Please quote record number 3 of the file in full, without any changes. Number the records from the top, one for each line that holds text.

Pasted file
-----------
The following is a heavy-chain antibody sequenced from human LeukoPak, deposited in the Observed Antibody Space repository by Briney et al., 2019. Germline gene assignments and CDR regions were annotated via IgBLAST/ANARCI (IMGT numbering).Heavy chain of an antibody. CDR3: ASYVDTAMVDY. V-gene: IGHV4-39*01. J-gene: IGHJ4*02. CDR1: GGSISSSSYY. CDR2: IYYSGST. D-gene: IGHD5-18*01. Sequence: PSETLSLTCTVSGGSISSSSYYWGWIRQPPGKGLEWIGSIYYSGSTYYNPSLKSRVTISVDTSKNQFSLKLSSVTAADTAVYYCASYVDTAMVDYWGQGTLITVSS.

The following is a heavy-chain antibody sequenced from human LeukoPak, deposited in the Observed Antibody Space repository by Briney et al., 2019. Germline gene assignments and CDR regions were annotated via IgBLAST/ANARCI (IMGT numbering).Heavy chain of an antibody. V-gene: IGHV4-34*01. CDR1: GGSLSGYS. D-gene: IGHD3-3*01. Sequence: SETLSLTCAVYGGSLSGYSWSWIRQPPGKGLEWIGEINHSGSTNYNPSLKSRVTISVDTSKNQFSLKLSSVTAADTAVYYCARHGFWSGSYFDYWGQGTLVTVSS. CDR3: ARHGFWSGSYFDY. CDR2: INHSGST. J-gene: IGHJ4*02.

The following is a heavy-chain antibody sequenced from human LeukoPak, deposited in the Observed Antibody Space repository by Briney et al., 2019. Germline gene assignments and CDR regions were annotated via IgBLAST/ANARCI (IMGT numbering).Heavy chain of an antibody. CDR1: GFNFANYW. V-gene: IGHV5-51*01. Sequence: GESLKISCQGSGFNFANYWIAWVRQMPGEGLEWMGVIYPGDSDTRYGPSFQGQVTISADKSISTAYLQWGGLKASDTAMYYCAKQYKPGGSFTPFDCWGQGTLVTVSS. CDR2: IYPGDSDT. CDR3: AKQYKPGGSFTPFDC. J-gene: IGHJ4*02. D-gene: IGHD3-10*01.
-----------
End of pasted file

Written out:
The following is a heavy-chain antibody sequenced from human LeukoPak, deposited in the Observed Antibody Space repository by Briney et al., 2019. Germline gene assignments and CDR regions were annotated via IgBLAST/ANARCI (IMGT numbering).Heavy chain of an antibody. CDR1: GFNFANYW. V-gene: IGHV5-51*01. Sequence: GESLKISCQGSGFNFANYWIAWVRQMPGEGLEWMGVIYPGDSDTRYGPSFQGQVTISADKSISTAYLQWGGLKASDTAMYYCAKQYKPGGSFTPFDCWGQGTLVTVSS. CDR2: IYPGDSDT. CDR3: AKQYKPGGSFTPFDC. J-gene: IGHJ4*02. D-gene: IGHD3-10*01.